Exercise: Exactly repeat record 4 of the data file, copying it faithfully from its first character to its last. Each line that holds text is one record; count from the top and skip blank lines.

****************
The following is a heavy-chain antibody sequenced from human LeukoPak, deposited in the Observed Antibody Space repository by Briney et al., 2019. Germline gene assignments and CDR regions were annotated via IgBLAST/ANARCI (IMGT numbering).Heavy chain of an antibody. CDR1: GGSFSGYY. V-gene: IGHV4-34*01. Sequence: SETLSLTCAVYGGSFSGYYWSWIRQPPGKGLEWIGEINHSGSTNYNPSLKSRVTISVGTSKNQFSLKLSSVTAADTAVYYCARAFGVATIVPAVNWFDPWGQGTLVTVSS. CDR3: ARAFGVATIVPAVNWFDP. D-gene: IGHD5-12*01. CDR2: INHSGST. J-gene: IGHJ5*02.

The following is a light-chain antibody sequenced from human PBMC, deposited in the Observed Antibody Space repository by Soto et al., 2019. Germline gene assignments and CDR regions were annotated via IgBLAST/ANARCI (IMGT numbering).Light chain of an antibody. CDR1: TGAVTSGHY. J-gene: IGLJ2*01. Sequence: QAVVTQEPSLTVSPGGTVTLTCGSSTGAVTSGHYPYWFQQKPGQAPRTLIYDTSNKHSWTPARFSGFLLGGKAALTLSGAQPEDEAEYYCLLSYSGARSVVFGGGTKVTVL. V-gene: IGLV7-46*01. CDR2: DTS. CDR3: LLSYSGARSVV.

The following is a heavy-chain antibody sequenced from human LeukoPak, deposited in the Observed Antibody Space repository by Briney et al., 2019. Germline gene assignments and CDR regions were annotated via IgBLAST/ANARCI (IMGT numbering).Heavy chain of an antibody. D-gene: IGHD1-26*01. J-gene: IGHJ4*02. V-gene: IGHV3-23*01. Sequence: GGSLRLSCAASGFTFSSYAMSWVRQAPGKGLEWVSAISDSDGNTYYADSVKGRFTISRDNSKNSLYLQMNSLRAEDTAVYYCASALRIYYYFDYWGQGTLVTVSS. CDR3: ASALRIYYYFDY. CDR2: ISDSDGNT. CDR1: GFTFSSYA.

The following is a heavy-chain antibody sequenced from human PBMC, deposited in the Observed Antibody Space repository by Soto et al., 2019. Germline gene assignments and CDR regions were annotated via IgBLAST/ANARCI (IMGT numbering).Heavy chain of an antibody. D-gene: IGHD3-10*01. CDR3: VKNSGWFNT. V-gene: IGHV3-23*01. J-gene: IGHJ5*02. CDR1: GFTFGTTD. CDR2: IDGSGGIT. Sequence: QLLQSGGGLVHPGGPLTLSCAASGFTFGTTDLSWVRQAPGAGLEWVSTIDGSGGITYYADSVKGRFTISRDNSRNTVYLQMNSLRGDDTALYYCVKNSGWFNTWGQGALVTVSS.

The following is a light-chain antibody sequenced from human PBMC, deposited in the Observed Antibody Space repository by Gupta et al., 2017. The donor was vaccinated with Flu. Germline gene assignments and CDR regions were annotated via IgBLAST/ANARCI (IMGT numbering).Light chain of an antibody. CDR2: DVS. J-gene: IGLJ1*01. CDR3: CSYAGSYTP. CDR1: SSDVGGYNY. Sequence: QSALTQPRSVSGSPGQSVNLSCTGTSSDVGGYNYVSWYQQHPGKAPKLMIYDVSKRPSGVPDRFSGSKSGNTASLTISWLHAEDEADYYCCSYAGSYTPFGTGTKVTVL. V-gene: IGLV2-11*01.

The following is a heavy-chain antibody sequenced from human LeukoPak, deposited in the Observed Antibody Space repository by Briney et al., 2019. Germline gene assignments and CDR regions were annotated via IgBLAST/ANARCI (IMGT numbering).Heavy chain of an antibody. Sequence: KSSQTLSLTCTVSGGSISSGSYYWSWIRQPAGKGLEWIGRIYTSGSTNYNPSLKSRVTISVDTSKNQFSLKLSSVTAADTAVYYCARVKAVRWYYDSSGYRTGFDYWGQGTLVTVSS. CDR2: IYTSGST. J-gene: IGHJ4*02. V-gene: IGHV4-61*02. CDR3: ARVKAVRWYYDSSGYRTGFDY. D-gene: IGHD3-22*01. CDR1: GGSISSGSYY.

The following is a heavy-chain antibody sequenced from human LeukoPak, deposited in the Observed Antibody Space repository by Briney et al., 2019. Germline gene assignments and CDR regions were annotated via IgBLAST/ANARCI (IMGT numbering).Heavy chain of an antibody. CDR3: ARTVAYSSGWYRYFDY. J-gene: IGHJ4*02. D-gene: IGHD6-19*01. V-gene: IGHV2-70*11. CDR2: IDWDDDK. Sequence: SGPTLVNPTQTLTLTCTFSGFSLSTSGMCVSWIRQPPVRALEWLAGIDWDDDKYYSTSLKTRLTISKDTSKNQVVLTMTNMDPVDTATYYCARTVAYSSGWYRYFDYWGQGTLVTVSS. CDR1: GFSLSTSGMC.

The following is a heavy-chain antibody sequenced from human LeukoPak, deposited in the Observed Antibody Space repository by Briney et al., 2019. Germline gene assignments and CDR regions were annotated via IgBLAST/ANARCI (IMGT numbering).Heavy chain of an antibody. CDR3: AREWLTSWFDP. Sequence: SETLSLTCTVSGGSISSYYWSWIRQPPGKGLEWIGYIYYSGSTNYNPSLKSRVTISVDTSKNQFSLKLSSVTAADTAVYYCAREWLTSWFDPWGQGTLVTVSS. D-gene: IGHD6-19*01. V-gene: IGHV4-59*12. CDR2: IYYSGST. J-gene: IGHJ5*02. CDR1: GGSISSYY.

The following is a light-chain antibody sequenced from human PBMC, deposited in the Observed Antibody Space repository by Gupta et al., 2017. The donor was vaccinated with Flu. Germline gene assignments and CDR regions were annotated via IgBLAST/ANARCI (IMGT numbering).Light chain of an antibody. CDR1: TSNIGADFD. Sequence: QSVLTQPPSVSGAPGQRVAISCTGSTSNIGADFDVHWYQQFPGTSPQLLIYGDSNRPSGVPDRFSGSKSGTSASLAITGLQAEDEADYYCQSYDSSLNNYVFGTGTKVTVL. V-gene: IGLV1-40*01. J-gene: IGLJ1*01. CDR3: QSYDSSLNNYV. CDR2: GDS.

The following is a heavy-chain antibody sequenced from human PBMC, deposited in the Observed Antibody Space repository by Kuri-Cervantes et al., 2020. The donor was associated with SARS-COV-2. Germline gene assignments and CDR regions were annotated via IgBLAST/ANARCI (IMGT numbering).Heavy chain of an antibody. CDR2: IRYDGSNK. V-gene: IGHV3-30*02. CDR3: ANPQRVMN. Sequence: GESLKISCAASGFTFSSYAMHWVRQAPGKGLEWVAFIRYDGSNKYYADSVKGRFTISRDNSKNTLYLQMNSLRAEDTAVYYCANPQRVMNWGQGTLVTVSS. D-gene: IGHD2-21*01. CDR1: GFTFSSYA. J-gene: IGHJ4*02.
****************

The following is a heavy-chain antibody sequenced from human PBMC, deposited in the Observed Antibody Space repository by Soto et al., 2019. Germline gene assignments and CDR regions were annotated via IgBLAST/ANARCI (IMGT numbering).Heavy chain of an antibody. D-gene: IGHD3-10*01. CDR3: VKNSGWFNT. V-gene: IGHV3-23*01. J-gene: IGHJ5*02. CDR1: GFTFGTTD. CDR2: IDGSGGIT. Sequence: QLLQSGGGLVHPGGPLTLSCAASGFTFGTTDLSWVRQAPGAGLEWVSTIDGSGGITYYADSVKGRFTISRDNSRNTVYLQMNSLRGDDTALYYCVKNSGWFNTWGQGALVTVSS.